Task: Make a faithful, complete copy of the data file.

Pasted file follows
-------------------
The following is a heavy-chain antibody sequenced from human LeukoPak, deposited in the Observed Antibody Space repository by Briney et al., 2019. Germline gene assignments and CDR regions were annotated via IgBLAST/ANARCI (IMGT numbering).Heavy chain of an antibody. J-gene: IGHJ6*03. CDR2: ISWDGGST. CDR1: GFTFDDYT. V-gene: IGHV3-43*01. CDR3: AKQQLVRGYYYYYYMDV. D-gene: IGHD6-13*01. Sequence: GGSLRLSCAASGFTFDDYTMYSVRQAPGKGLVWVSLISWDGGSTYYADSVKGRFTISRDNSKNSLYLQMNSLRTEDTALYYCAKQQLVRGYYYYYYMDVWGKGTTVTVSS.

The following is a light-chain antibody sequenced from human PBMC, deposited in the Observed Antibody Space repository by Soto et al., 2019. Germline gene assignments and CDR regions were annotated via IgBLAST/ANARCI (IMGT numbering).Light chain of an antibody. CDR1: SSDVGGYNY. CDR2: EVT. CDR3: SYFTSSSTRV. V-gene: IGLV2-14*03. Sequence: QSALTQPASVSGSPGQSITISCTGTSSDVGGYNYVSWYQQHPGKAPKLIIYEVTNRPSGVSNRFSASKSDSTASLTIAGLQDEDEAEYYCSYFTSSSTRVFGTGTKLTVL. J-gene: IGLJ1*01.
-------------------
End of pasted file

The following is a heavy-chain antibody sequenced from human LeukoPak, deposited in the Observed Antibody Space repository by Briney et al., 2019. Germline gene assignments and CDR regions were annotated via IgBLAST/ANARCI (IMGT numbering).Heavy chain of an antibody. J-gene: IGHJ6*03. CDR2: ISWDGGST. CDR1: GFTFDDYT. V-gene: IGHV3-43*01. CDR3: AKQQLVRGYYYYYYMDV. D-gene: IGHD6-13*01. Sequence: GGSLRLSCAASGFTFDDYTMYSVRQAPGKGLVWVSLISWDGGSTYYADSVKGRFTISRDNSKNSLYLQMNSLRTEDTALYYCAKQQLVRGYYYYYYMDVWGKGTTVTVSS.

The following is a light-chain antibody sequenced from human PBMC, deposited in the Observed Antibody Space repository by Soto et al., 2019. Germline gene assignments and CDR regions were annotated via IgBLAST/ANARCI (IMGT numbering).Light chain of an antibody. CDR1: SSDVGGYNY. CDR2: EVT. CDR3: SYFTSSSTRV. V-gene: IGLV2-14*03. Sequence: QSALTQPASVSGSPGQSITISCTGTSSDVGGYNYVSWYQQHPGKAPKLIIYEVTNRPSGVSNRFSASKSDSTASLTIAGLQDEDEAEYYCSYFTSSSTRVFGTGTKLTVL. J-gene: IGLJ1*01.